Surprise: Male-dominated majors lead to higher-paying jobs

Mechanical engineering students work on a project in May at Virginia Tech. Mechanical engineering majors are among the top earners after they graduate.
Mechanical engineering students work on a project in May at Virginia Tech. Mechanical engineering majors are among the top earners after they graduate. –Chip Somodevilla/Getty Images

People in certain careers make more money than others. That’s a fact of life. And, in 2015, men make more money to the dollar than women. That’s another (unfortunate) fact of life.

With this in mind, it isn’t too surprising that people who graduated with male-dominated college majors make more money than people who graduated with female-dominated majors.

Using data from the Census’s American Community Survey that was compiled and shared by FiveThirtyEight, post-doctoral researcher Randy Olson analyzed how the choice of college major affects median earnings after graduation for people under the age of 28.

Olson’s charts make it easy to see that people who choose majors dominated by men make more money after college than people who choose majors dominated by women. Majors that have more men, such as engineering and law, are more lucrative than female-dominated programs, such as education and social work.

Courtesy of Randy Olson
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But there were a few exceptions. Nursing is 90-percent female, but has a median salary of $48,000. And more men majored in transportation science than women, but the median earnings were about $35,000.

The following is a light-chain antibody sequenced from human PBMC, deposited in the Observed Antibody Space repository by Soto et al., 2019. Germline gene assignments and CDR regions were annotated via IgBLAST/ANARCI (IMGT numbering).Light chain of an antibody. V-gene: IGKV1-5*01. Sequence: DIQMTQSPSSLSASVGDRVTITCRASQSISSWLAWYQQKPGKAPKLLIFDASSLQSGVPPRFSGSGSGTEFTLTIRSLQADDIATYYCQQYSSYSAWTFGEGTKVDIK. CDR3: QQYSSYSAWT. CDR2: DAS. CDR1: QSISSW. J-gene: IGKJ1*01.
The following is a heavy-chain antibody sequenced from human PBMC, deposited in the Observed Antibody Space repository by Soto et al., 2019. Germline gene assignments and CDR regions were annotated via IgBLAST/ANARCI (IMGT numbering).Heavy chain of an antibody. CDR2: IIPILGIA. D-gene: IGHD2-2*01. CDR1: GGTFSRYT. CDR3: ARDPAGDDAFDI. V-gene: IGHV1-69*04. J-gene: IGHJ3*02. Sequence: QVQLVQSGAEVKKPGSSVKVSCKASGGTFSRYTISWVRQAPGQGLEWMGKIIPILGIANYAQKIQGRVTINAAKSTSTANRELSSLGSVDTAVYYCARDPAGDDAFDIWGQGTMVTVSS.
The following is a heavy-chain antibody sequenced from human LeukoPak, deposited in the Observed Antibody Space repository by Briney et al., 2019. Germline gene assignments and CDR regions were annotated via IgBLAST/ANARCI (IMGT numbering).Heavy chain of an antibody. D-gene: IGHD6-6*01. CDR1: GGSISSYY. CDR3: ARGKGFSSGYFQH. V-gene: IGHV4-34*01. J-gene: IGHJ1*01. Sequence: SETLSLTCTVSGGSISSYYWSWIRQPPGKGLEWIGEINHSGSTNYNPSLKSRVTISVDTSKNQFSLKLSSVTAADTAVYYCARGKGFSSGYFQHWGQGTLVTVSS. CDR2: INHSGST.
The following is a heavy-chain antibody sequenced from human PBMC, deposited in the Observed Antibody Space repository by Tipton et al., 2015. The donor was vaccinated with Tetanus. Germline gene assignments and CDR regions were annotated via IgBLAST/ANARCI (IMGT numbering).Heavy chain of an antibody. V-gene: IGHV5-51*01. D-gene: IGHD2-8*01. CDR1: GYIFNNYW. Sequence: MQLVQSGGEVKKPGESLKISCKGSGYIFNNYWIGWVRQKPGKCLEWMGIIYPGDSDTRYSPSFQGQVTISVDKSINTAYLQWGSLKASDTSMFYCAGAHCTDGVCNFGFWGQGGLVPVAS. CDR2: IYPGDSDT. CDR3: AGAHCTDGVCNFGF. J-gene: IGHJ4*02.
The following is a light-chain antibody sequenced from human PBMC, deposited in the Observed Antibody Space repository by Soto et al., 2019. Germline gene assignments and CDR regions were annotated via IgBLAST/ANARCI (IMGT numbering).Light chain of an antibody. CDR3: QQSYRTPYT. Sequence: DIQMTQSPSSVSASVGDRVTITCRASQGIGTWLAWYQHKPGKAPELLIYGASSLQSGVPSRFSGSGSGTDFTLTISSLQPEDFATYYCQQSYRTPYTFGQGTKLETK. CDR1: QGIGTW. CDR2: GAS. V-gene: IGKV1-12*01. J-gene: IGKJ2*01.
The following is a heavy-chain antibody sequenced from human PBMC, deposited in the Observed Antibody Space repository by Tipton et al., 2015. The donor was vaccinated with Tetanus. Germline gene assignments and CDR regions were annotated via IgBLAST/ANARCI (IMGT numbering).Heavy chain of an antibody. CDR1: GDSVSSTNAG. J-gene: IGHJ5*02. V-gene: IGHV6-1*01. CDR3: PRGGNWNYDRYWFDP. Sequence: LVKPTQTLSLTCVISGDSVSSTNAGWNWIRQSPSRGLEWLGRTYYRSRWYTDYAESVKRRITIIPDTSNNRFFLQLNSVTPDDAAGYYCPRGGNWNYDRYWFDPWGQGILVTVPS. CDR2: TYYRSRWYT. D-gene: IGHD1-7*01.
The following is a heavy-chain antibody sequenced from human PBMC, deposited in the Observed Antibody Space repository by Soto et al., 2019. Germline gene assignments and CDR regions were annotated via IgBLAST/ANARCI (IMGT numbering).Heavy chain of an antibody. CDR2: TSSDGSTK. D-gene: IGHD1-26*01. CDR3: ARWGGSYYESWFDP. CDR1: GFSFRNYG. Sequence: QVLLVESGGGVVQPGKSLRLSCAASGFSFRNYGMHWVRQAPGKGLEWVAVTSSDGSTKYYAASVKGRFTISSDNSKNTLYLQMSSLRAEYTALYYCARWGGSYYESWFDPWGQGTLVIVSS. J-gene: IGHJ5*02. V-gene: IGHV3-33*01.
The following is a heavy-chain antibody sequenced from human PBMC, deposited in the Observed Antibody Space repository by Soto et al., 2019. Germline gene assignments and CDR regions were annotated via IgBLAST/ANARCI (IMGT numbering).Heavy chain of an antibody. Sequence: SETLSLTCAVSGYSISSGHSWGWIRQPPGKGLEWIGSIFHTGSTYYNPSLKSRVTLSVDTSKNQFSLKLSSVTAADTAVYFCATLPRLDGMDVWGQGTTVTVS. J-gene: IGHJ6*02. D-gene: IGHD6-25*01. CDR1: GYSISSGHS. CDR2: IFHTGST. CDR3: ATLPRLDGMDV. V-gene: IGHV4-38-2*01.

We know that women make 78 cents to every dollar a man makes, but that isn’t the issue here. These charts show how the career fields dominated by women are less lucrative than career fields dominated by men.

Figuring out why this is the case isn’t easy. In other charts, Olson ruled out unemployment and underemployment (or people who aren’t actively using their degrees) because there was no significant correlation.

Hmm.

Olson’s last theory is that male-dominated majors are focused on quantitative skills, which are desirable and highly compensated in the job market. This one seems to check out, as shown by his chart that plots average quantitative SAT score and median yearly earnings.

Courtesy of Randy Olson

But, Olson’s commenters suggested some other theories. The difference in earnings could be because society doesn’t value “women’s work’’ as much as “men’s work,’’ or because women aren’t as successful at negotiating their starting salaries. Or, men could be more driven to choose jobs they know have higher incomes because of their traditional role as “breadwinners,’’ whereas women look for jobs with other qualities.

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Either way, if you’re looking to make the big bucks, engineering seems to be the way to go.

h/t The Washington Post

Related gallery: 15 most expensive colleges in New England

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